Virginia police officers sued after deadly high-speed chase seek dismissal of lawsuit

Andre Bassette Jr.
Posted at 5:30 PM, May 01, 2024
and last updated 2024-05-01 17:43:24-04

HOPEWELL, Va. — Prince George Police officers are asking a judge to dismiss a lawsuit that alleges their decision to engage in a police pursuit led to the death of an innocent, uninvolved driver on the road.

In February, Rosa Bassette, represented by attorney Virginia Tehrani, filed an $18 million lawsuit in Hopewell Circuit Court against the individual officers involved in the chase.

The pursuit ended in a fatal crash that killed her son Andre Bassette Jr.

Rosa believes the pursuit should've never happened.

“When you lose your loved ones because the police are chasing people and things like that, this has got to stop," Rosa Bassette said in a previous interview with CBS 6. “It was unnecessary. It was. To me, it was. I lost my son behind this. My son was a very, very nice gentleman. He left a 17-year-old daughter here. They [were] very bonded. My son is gone. He’s gone.”

Andre Bassette Jr. and mom

Local News

Her son was killed in a police pursuit she believes should've never happened

Tyler Layne
5:59 PM, Feb 13, 2024

According to police reports, on July 28, 2023, a Prince George officer attempted to pull over Tequan Taylor's pickup truck for driving 22 miles over the speed limit, which is reckless driving.

However, records showed that Taylor did not stop, so officers pursued him along Oak Lawn Boulevard and into Hopewell.

According to police reports, speeds reached up to 100 miles per hour.

Two and a half miles later, police reports showed Taylor ran a red light and collided with Bassette's car, killing him.

Andre Bassette Jr.

The Prince George Police Department's policy, obtained by CBS 6 through a public records request, states officers should only pursue under two circumstances:

  • Upon reasonable belief that the occupant(s) of the vehicle has/have committed or attempted to commit a felony crime
  • The on-duty supervisor may permit a lawful police pursuit for any other extreme, unusual, situation where human life is reasonably believed to be in imminent jeopardy should police intervention not occur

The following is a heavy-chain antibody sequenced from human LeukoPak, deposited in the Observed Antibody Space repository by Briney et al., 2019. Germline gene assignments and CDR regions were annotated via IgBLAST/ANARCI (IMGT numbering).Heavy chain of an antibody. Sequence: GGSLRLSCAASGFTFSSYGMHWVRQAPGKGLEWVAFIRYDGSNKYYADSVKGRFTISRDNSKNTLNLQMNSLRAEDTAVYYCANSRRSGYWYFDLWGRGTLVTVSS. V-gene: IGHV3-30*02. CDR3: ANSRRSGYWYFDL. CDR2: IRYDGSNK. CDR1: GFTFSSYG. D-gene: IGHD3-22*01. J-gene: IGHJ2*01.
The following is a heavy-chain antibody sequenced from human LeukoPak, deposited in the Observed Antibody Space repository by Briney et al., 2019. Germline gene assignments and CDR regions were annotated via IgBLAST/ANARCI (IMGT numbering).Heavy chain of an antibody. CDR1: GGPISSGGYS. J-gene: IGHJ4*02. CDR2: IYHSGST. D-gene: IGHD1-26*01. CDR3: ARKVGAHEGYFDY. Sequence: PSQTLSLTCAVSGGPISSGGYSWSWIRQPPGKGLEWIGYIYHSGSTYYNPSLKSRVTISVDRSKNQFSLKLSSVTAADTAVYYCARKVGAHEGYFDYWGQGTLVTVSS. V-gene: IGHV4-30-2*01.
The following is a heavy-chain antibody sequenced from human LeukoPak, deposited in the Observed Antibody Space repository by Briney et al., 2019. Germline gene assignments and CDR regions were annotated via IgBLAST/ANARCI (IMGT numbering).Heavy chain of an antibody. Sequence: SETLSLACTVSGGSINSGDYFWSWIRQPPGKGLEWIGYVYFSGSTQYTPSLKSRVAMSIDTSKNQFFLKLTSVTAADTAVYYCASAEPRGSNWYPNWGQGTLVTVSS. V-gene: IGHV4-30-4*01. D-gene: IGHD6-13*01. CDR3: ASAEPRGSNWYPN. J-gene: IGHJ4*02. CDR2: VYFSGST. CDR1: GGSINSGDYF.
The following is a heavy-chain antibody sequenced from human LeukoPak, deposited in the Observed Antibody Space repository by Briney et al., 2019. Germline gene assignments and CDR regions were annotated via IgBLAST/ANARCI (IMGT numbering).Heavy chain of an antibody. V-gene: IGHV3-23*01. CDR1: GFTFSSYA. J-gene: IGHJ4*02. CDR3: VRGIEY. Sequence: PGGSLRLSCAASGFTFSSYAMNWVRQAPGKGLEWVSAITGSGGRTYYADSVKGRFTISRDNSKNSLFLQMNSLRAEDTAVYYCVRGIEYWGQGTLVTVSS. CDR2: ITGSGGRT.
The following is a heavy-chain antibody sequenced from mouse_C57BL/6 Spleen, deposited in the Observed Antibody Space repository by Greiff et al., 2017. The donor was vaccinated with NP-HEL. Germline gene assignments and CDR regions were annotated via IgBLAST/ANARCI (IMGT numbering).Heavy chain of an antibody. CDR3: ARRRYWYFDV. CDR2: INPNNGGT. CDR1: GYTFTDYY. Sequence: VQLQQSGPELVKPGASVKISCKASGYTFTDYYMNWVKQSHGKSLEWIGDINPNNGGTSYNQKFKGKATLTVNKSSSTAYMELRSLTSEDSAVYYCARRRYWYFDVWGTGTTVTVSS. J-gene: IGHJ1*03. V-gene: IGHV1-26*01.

After conducting an internal investigation of the pursuit, Chief Keith Early told CBS 6, "Typically, reckless driving alone would not fall within either of these two conditions."
Bassette's complaint alleged the officers "failed to comply with required training, practices, policies, regulations, and laws" and "created an exceptionally dangerous environment for the public."

Rosa Bassette
Rosa Bassette

Virginia Commonwealth University policing researcher Dr. Will Pelfrey said Prince George's pursuit policy is "fairly restrictive."

Law enforcement agencies across the country, he said, are moving toward restrictive policies because high-speed chases are one of the most dangerous activities police engage in.

"It's usually not the police vehicle that represents the threat. It's the suspect's vehicle because they're not trained in driving at high speeds. They don't have a vehicle that's prepared for it. So, if they hit somebody at high speeds, somebody's going die, and that's what happened here. So the question is, should police be pursuing people for relatively minor infractions?" Pelfrey said. “For minor traffic infractions, that balancing act of risk to the public versus how important is it to catch that bad guy – it usually weighs in favor of the public.”

However, Pelfrey said trying to prove gross negligence in court, especially against a police officer, could be a tall order.

“In this case, there may be questions about whether [the officers'] actions aligned with organizational policy, but those are not so far afield that it would represent gross negligence," Pelfrey said.

In new court filings, the officers' attorneys filed demurrers requesting a dismissal of the lawsuit.

The officers denied most of the allegations in the complaint, including that they initiated a high-speed chase.

Instead, one of the officers admitted that he "observed a red Dodge pickup truck driving recklessly." The officer admitted "that he attempted to initiate a traffic stop to which... Taylor continued into Hopewell."

The defendants said that the complaint failed to allege facts that support a cause of action for gross negligence and added the "plaintiff's injuries resulted from intentional, reckless and/or criminal actions of another person."

The officers also claimed sovereign immunity.

"Sovereign immunity says that a police officer or any government employee acting in the line of duty, doing what they're supposed to, is immune from liability if something bad happens," Pelfrey said.

Pelfrey said it's a strong protection, and historically, court rulings have favored police in similar cases because of it.

"Police have to demonstrate a tremendous disregard for law and policy in order to lose their protected immunity," Pelfrey said.

CBS 6 did not hear back from the officers' attorney after reaching out for comment Wednesday.

Tehrani, Bassette's attorney, provided the following statement:

"The defense filings are standard, boilerplate motions that are common for public officials, especially police officers. We are not surprised by them and will be ready for oral arguments in July. We expect to succeed by showing that the officers’ gross negligence in pursuing the high speed police chase that let to Andre Bassette’s death should be decided by a jury."

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